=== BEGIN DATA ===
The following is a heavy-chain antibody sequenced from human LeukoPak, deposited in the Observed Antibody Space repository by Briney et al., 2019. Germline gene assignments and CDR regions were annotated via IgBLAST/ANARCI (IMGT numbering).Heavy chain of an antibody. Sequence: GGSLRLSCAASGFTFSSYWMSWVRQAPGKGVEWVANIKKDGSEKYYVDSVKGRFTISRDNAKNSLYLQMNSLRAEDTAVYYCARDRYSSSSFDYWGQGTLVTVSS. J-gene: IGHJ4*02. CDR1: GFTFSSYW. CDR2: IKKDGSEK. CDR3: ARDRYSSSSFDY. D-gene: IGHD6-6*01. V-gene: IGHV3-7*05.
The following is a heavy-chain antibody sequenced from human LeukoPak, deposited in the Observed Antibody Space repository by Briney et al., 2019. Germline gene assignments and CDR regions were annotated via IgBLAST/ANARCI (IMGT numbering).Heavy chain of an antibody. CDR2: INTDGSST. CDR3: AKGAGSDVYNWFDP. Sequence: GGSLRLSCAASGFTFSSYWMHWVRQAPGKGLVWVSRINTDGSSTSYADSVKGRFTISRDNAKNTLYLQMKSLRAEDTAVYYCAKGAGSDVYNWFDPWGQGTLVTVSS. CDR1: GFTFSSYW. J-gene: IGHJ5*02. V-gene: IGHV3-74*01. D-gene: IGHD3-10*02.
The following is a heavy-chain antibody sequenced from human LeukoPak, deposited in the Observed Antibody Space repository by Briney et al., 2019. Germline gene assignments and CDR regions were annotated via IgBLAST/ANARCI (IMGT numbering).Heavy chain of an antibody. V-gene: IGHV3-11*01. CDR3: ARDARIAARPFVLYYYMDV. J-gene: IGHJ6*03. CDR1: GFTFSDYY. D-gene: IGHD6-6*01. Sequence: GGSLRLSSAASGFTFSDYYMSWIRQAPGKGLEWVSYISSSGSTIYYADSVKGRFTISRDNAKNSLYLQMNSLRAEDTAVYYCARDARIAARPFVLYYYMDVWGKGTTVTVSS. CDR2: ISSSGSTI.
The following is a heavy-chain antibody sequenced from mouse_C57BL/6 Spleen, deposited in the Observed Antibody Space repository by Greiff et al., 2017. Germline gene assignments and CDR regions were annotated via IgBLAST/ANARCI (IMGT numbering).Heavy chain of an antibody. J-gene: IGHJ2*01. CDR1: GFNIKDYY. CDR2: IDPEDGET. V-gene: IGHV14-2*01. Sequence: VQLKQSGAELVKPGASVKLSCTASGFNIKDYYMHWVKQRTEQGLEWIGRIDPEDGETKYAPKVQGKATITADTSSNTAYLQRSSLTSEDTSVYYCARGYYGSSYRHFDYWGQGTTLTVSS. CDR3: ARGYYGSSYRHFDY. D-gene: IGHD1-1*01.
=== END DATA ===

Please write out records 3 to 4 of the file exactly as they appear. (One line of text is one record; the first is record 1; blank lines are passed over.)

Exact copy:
The following is a heavy-chain antibody sequenced from human LeukoPak, deposited in the Observed Antibody Space repository by Briney et al., 2019. Germline gene assignments and CDR regions were annotated via IgBLAST/ANARCI (IMGT numbering).Heavy chain of an antibody. V-gene: IGHV3-11*01. CDR3: ARDARIAARPFVLYYYMDV. J-gene: IGHJ6*03. CDR1: GFTFSDYY. D-gene: IGHD6-6*01. Sequence: GGSLRLSSAASGFTFSDYYMSWIRQAPGKGLEWVSYISSSGSTIYYADSVKGRFTISRDNAKNSLYLQMNSLRAEDTAVYYCARDARIAARPFVLYYYMDVWGKGTTVTVSS. CDR2: ISSSGSTI.
The following is a heavy-chain antibody sequenced from mouse_C57BL/6 Spleen, deposited in the Observed Antibody Space repository by Greiff et al., 2017. Germline gene assignments and CDR regions were annotated via IgBLAST/ANARCI (IMGT numbering).Heavy chain of an antibody. J-gene: IGHJ2*01. CDR1: GFNIKDYY. CDR2: IDPEDGET. V-gene: IGHV14-2*01. Sequence: VQLKQSGAELVKPGASVKLSCTASGFNIKDYYMHWVKQRTEQGLEWIGRIDPEDGETKYAPKVQGKATITADTSSNTAYLQRSSLTSEDTSVYYCARGYYGSSYRHFDYWGQGTTLTVSS. CDR3: ARGYYGSSYRHFDY. D-gene: IGHD1-1*01.